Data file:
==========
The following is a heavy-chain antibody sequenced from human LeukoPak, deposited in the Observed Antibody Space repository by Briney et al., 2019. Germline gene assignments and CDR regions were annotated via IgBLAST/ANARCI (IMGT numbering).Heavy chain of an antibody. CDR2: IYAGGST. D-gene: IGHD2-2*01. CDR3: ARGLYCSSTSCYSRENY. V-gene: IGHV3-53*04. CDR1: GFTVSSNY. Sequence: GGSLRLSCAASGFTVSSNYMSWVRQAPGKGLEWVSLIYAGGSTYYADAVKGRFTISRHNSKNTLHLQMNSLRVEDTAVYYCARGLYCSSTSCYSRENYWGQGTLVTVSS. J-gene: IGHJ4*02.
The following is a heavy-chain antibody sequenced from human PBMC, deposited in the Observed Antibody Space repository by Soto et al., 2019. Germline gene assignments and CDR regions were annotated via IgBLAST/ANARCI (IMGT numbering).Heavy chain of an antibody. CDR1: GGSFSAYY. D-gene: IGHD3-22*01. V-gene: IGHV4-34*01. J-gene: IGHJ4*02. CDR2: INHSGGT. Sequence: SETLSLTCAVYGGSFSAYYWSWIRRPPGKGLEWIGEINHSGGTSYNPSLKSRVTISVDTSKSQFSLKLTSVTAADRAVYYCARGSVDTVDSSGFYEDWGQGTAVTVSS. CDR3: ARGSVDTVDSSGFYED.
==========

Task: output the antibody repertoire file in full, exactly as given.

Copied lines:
The following is a heavy-chain antibody sequenced from human LeukoPak, deposited in the Observed Antibody Space repository by Briney et al., 2019. Germline gene assignments and CDR regions were annotated via IgBLAST/ANARCI (IMGT numbering).Heavy chain of an antibody. CDR2: IYAGGST. D-gene: IGHD2-2*01. CDR3: ARGLYCSSTSCYSRENY. V-gene: IGHV3-53*04. CDR1: GFTVSSNY. Sequence: GGSLRLSCAASGFTVSSNYMSWVRQAPGKGLEWVSLIYAGGSTYYADAVKGRFTISRHNSKNTLHLQMNSLRVEDTAVYYCARGLYCSSTSCYSRENYWGQGTLVTVSS. J-gene: IGHJ4*02.
The following is a heavy-chain antibody sequenced from human PBMC, deposited in the Observed Antibody Space repository by Soto et al., 2019. Germline gene assignments and CDR regions were annotated via IgBLAST/ANARCI (IMGT numbering).Heavy chain of an antibody. CDR1: GGSFSAYY. D-gene: IGHD3-22*01. V-gene: IGHV4-34*01. J-gene: IGHJ4*02. CDR2: INHSGGT. Sequence: SETLSLTCAVYGGSFSAYYWSWIRRPPGKGLEWIGEINHSGGTSYNPSLKSRVTISVDTSKSQFSLKLTSVTAADRAVYYCARGSVDTVDSSGFYEDWGQGTAVTVSS. CDR3: ARGSVDTVDSSGFYED.